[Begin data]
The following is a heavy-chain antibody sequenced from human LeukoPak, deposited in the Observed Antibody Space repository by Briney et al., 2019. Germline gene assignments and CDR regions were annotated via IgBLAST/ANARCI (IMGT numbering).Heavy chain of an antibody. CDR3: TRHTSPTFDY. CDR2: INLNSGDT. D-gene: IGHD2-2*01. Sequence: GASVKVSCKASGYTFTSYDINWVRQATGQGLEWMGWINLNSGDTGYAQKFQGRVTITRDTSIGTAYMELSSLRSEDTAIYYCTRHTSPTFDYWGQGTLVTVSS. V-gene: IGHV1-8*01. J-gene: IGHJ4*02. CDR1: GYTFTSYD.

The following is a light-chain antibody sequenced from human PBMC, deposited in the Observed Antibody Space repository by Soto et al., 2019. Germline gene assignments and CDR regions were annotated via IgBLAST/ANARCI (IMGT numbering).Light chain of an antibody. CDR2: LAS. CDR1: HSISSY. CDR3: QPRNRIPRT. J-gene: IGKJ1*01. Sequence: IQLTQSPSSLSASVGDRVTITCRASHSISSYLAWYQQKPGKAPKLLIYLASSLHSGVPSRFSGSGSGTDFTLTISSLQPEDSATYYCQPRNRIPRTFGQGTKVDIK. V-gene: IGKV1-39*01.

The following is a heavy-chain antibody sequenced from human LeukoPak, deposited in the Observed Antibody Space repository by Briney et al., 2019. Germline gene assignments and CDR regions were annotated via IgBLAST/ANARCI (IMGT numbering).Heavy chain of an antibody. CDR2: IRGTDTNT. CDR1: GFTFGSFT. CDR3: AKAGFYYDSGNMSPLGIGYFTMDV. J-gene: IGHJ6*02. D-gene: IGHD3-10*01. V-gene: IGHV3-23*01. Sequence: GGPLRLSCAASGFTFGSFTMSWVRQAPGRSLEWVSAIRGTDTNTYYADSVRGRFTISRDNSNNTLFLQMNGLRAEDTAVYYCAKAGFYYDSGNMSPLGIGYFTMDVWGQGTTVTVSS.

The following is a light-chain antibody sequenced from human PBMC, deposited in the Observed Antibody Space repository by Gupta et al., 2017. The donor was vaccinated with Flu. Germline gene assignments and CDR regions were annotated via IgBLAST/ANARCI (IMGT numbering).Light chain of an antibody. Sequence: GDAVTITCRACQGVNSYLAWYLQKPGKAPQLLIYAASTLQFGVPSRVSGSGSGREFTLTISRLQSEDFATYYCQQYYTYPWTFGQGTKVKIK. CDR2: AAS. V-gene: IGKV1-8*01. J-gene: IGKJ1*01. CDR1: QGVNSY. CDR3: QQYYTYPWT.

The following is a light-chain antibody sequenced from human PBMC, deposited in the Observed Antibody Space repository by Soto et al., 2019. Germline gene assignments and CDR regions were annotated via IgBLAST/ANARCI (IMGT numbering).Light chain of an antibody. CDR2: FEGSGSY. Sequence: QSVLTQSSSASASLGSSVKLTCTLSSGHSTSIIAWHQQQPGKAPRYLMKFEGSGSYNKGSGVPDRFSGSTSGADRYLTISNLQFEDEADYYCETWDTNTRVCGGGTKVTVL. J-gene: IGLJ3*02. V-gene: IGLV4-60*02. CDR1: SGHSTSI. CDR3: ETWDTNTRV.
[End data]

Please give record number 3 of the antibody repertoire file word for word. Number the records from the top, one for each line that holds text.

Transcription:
The following is a heavy-chain antibody sequenced from human LeukoPak, deposited in the Observed Antibody Space repository by Briney et al., 2019. Germline gene assignments and CDR regions were annotated via IgBLAST/ANARCI (IMGT numbering).Heavy chain of an antibody. CDR2: IRGTDTNT. CDR1: GFTFGSFT. CDR3: AKAGFYYDSGNMSPLGIGYFTMDV. J-gene: IGHJ6*02. D-gene: IGHD3-10*01. V-gene: IGHV3-23*01. Sequence: GGPLRLSCAASGFTFGSFTMSWVRQAPGRSLEWVSAIRGTDTNTYYADSVRGRFTISRDNSNNTLFLQMNGLRAEDTAVYYCAKAGFYYDSGNMSPLGIGYFTMDVWGQGTTVTVSS.